Cost of Attendance
Defined: Cost of Attendance is the combination of the estimated costs a student may incur while attending a school taking into account such factors as the student’s enrollment level, program of study, time period enrolled, and location of attendance.
Purpose: A budget designates the maximum amount of aid that can be received from all potential sources including scholarships, grants, loans, and outside aid.
What Can Change COA?
What can change COA and how?: If a student changes one of the main components of the COA such as enrollment, the maximum amount of aid a student may receive is raised or lowered. This change may result in a loss or increase in aid eligibility.
Cost of Attendance is made up of seven components;
- Miscellaneous Personal Expenses
- Books & Supplies
Due to the fact that the budget components are weighted estimates, the amounts for the components may not reflect the actual costs of the student throughout the aid year.
What does it look like in Banner?
RBAABUD - view the breakdown of the components, budget group, and aid period for the school year.
ROARMAN - can be used as a quick view of a student’s actual budget, budget group, aid period, and offered aid.
How does Enrollment Status Change COA?
Defined: Enrollment Projection allows our LUO and Graduate students to predict the classes they will be attending throughout the school year so we can give them an accurate budget.
1. The student completes this in their financial check in, and we can see what they have filled out by checking ZFARGPJ.
2. The budget is automatically updated whenever a student changes their enrollment, usually done within about 2 business days of when the student makes the change.
3. The Loan Change Request form can affect a student’s aid if they choose to take off a semester because this will change the number of months they are enrolled and as a result can change their budget.
4. Dropping from classes can also change the number of months a student is enrolled for the year, and even if they are still in 6 credit hours for the semester this can still change their Room and Board. An example of this would be going from 2 B term classes and 1 D term class to just being in 2 B term classes for the semester.
5. Withdrawing from classes will only affect their aid, it will never affect COA. If a student begins attendance in the class, the full period of enrollment for that class is counted for the COA components
Room and Board Worksheet
This worksheet is not meant to give you the ability to calculate the student’s COA and tell them their exact amount, this should be limited to the processors that are actually working the budget.
There are many variables that go into determining a student’s budget. Even though tuition is the largest budget component, the Room and Board components still hold a lot of influence on a student’s budget. If you are trying to determine if there will be a significant change in enrollment, it’s best to look at the number of months the student is currently enrolled in and the number they will be enrolled in after they make their change. You do not need to have exact numbers to be able to determine whether or not the student’s enrollment change will greatly change their budget.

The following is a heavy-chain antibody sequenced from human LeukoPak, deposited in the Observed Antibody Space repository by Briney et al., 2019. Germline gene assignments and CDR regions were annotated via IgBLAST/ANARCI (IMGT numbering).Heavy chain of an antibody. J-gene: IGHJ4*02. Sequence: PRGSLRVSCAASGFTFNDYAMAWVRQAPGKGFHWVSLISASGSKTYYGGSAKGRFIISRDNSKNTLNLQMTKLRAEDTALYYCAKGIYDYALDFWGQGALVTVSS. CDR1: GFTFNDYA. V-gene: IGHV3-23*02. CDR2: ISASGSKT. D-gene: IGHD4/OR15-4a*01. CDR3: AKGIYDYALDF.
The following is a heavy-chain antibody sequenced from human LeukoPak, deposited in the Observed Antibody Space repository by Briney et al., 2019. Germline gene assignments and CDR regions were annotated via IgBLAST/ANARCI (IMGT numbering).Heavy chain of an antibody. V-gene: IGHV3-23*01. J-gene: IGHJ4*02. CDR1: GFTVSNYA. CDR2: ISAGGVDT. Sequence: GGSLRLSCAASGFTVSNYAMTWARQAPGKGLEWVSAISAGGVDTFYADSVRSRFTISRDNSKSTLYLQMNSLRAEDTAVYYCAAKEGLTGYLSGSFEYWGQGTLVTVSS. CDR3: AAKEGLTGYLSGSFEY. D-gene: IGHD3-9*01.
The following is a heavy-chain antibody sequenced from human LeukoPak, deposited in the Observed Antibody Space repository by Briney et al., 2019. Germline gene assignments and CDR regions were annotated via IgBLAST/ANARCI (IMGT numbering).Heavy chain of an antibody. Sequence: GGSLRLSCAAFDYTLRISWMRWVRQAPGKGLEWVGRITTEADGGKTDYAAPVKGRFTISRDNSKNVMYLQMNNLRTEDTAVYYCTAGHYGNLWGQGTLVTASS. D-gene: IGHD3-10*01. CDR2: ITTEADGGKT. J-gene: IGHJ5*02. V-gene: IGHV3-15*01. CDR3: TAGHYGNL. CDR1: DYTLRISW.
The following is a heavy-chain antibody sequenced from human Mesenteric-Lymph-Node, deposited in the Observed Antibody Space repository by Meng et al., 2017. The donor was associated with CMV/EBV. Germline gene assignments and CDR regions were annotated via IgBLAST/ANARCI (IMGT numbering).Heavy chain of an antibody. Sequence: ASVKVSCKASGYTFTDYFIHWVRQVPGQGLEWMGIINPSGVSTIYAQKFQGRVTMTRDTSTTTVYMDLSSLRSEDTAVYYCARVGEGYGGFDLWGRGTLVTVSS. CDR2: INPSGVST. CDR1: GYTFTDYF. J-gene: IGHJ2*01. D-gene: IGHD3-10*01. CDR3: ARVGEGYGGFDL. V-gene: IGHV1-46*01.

Define: Buffers help reduce the need to reduce or return financial aid awards because of change to a student’s aid or COA.
Who Gets them?: Typically, LUO is packaged with buffers because they are most likely to change their aid periods. Residential students are generally less likely to change their enrollment in a way that would significantly affect their aid. For example, online students can easily change from 5 months of enrollment to 2 months by dropping one course, but the residential student’s room and board typically stays the same since their classes are usually for the entire semester.
Buffers do not need to be discussed with students and will not be removed to increase room for more aid! Do not advise students to reduce or remove the buffer to increase their financial aid.
Making the Information Student Ready
Keep in mind these three questions when responding to student’s questions regarding this or any other topic in financial aid.
1. How can I explain this in a way that makes sense to someone who may not understand how Financial Aid works?
2. Is your explanation full of Financial Aid lingo?
3. Am I giving them the best customer service I can to make sure they completely understand what I’m trying to tell them? If necessary, you should try to find an alternative way to explain it so they understand.